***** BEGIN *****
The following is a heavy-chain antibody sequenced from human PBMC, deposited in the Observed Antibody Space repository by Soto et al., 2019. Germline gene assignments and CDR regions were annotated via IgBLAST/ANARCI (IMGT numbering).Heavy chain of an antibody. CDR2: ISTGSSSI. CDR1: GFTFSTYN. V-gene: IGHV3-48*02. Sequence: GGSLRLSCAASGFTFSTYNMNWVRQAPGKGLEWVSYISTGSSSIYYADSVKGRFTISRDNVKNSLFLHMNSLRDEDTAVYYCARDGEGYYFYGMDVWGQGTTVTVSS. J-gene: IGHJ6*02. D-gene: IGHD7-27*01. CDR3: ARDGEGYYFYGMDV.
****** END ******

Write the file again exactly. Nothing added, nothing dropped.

The following is a heavy-chain antibody sequenced from human PBMC, deposited in the Observed Antibody Space repository by Soto et al., 2019. Germline gene assignments and CDR regions were annotated via IgBLAST/ANARCI (IMGT numbering).Heavy chain of an antibody. CDR2: ISTGSSSI. CDR1: GFTFSTYN. V-gene: IGHV3-48*02. Sequence: GGSLRLSCAASGFTFSTYNMNWVRQAPGKGLEWVSYISTGSSSIYYADSVKGRFTISRDNVKNSLFLHMNSLRDEDTAVYYCARDGEGYYFYGMDVWGQGTTVTVSS. J-gene: IGHJ6*02. D-gene: IGHD7-27*01. CDR3: ARDGEGYYFYGMDV.